Maryland Chiropractor Sentenced To Prison For Filing False Tax Returns And Obstructing IRS
Filed Tax Returns for Seven Years Reporting $0 in Business Income
A former Salisbury, Maryland chiropractor was sentenced today to 15 months in prison for filing fraudulent income tax returns and attempting to obstruct the internal revenue laws, announced Principal Deputy Assistant Attorney General Richard E. Zuckerman of the Justice Department’s Tax Division and U.S. Attorney Robert K. Hur for the District of Maryland.
According to the evidence presented in court, Dr. Warren Gregory Belcher, 60, operated a chiropractic business for nearly 20 years. During that time, he received income for chiropractic services from insurance companies, patients and other third parties, including another chiropractor in Baltimore. From 2009 through 2015, Belcher filed individual income tax returns that fraudulently claimed that he had earned no business income, when, in fact, the evidence at trial established that he received total payments of more than $350,000 during that time period. Belcher filed his false 2015 tax return after being notified that he was the target of a federal grand jury investigation. He filed an additional false tax return for 2016 while under indictment and awaiting trial.
The evidence introduced at trial included dozens of letters that Belcher sent to insurance companies and other third parties in which he threatened that the companies could be subject to civil and criminal penalties for reporting to the Internal Revenue Service (IRS) payments they made to him for his services. Belcher also made threatening statements to an accountant to prevent the accountant from reporting his income to the government. Belcher himself also submitted fraudulent forms to the IRS in an effort to falsely represent that companies that had reported his income to the IRS had not actually paid him that income.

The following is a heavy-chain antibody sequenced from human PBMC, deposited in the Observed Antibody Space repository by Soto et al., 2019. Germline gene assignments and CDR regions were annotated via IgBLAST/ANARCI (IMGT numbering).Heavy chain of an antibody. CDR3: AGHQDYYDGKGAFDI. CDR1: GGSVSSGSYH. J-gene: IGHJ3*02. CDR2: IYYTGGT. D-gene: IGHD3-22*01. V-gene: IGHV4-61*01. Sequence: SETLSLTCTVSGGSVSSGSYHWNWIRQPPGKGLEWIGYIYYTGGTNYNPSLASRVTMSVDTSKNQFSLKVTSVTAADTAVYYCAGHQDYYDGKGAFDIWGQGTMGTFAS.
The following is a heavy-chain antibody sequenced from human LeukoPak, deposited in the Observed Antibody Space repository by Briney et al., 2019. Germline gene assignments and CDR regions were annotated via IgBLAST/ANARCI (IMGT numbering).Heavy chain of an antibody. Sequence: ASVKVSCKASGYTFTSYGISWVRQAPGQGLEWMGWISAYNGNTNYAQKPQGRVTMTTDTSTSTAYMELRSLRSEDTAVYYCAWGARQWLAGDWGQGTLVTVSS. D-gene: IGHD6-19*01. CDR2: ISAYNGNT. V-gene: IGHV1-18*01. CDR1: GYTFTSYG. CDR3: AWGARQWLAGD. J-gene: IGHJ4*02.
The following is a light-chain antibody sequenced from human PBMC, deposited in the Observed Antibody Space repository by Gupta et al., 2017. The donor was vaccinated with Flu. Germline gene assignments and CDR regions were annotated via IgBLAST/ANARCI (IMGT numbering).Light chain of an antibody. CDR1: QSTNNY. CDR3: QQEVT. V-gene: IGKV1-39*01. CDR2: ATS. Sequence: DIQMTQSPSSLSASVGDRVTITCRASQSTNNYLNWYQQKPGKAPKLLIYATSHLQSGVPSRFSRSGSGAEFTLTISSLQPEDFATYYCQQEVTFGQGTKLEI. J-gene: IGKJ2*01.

For the years 2009 and 2011, the IRS mailed Belcher notices informing him that his returns underreported his income. The IRS also assessed additional taxes and penalties against Belcher for his fraudulent returns, including a $5,000 penalty for filing a frivolous tax return. Belcher responded to these IRS notices by sending letters to the IRS asserting that the IRS was violating the law by assessing and collecting his taxes.
In addition to the term of imprisonment, U.S. District Judge Richard D. Bennett ordered Belcher to pay restitution to the IRS in the amount of $63,763.58and serve one year of supervised release.
Principal Deputy Assistant Attorney General Zuckerman and U.S. Attorney Hur commended special agents of IRS Criminal Investigation, who conducted the investigation, and Assistant U.S. Attorney Sean R. Delaney and Tax Division Trial Attorney Melissa S. Siskind, who prosecuted the case.
Additional information about the Tax Division’s enforcement efforts can be found on the division’s website.